Thursday, September 22, 2011

Deborah Kelly

Deborah Kelly describes her collage series as her private, interior work. Indeed, this range of work contrasts significantly with her more recognised political, public art practise. Currently exhibiting at Sydney's Gallery Barry Keldoulis, Awfully Beastly  is a delightful, humorous exploration of the popular nexus between images of nature and feminine representation.

A few years ago, Kelly performed live to air on the ABC's Radio National a compendium of words she'd collected that are used in everyday, quotidian slang to reference women. The work, titled Beastess included such derogatory clangers as 'old chook, old biddy, mutton dressed as lamb, cow, heifer, minx, dragon, old bat, nag, horse, filly, hellcat, sow, dog, foxy, bitch, catty, social butterfly, puss, shrew and beaver'. This startling collection of descriptors, commonly used either in anger, affection, or humour served to illustrate how culturally accepted this animal/female association has become.

Developing this thematic further, the 2010 exhibition Tender Cuts and the current Awfully Beastly have combined the high accoutrement's of womens' fashion with the furry world of flora and fauna. A Dada-esque satire, this interior work of Kellys creates a refreshing dichotomy of flesh and fur, fashion and nature, juxtaposed so perfectly by the artist's craftsmanship and aesthetic. Kelly's artwork clearly demonstrates the combined influence of German Dada's  Hanna Hoch, the photo montage Dada artist John Heartfield and the American feminist-artist Martha Rosler.

Deborah Kelly - Dream of a common langauge in the disintegrating circuit (with thanks to Donna Haraway) # 7, 2011, Image courtesy of Gallery Barry Keldoulis

In Awfully Beastly we see collage images of feathers, beaks, shells, grubs and bugs  mashed with spiky stilettos, scaly leather handbags, lipstick and fur. The costumes of seduction and feminine allure merge with their primal twin; be it a bird with amazing plumage, or an elaborately coloured caterpillar. Nature, it seems, endows both animals and women with the means to heighten and yet conceal their predatory, seductive intentions. I can't help view Kelly's work and laugh; it is both uncannily true and yet somehow repulsive to be unveiled so.

Deborah Kelly, Hair Piece #6  2008, image courtesy of Gallery Barry Keldoulis

The equivalent nexus between males and animals somehow lacks the humour explored here. In our everyday parlance we describe men as studs, stags, cocks. A certain big- balled, all brawn and no brain association perhaps but nothing as funny and derogatory as the female equivalent. For who cannot squirm at the juvenile description of a women's vaginal secretion as 'snail trail'! It's just too much!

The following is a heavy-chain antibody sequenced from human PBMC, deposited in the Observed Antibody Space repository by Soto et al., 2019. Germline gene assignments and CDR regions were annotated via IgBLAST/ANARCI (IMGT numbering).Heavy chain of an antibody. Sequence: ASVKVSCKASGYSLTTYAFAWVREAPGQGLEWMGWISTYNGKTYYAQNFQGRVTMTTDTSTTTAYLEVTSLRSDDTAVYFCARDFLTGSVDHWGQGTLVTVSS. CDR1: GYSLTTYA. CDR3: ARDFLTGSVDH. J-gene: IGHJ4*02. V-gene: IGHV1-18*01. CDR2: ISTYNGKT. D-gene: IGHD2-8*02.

What I love about Kelly's work is the delicious fusing of delicate gorgeous collage, aesthetic and humour. The use of collage has long been a vehicle to satirise political concerns. By decontextualising a well known image and marrying it with an ironic, contrasting one, the disjuncture creates an immediately powerful message. Nowhere is this more forcibly delivered than Kelly's images of hirsute women, apparent modern day sophisticates attempting sexiness vis a vis a plethora of facial hair. For many aging women, Kelly's hirsute glamour pusses are a hilarious reminder of our own follicle- rich cosmetic chaos.

Deborah Kelly, Beastliness-Still Open Eyes (animation) image courtesy of Gallery Barry Keldoulis
Deborah Kelly, Beastliness-still  (animation), image courtesy of Gallery Barry Keldoulis
Deborah Kelly's art practise has for many years looked at broader political and social concerns. Her involvement with an art gang called, examined issues of race, history and nationhood. Tank Man Tango 2009 was a public performance staged around the world in several countries to commemorate the unidentified Chinese man who confronted the tanks at Tienanmen Square, and to the courage of the Chinese protesters there that day.  Public artwork, artist residencies, collaborative projects, participation in international Biennales are just a few examples of her prolific political artistic practise. In contrast, her last two exhibitions at Barry Keldoulis's Gallery in Sydney have allowed Kelly to explore the politics of female representation. On the one hand we see the complicity between her images of sexual attraction and nature. On the other, Kelly explores the curious contradictions between mass culture's deification of what femininity is and our own ineluctable ensnarement with the natural world. It can't be taken too seriously; women everywhere recognize the juncture and squirm. Her work is brilliantly disarming and bitingly true. I really enjoyed this exhibition and hope for more. Until Oct 8, 2011.

Deborah Kelly, Pink Bits from the Beastess Series, image courtesy of Gallery Barry Keldoulis

No comments:

Post a Comment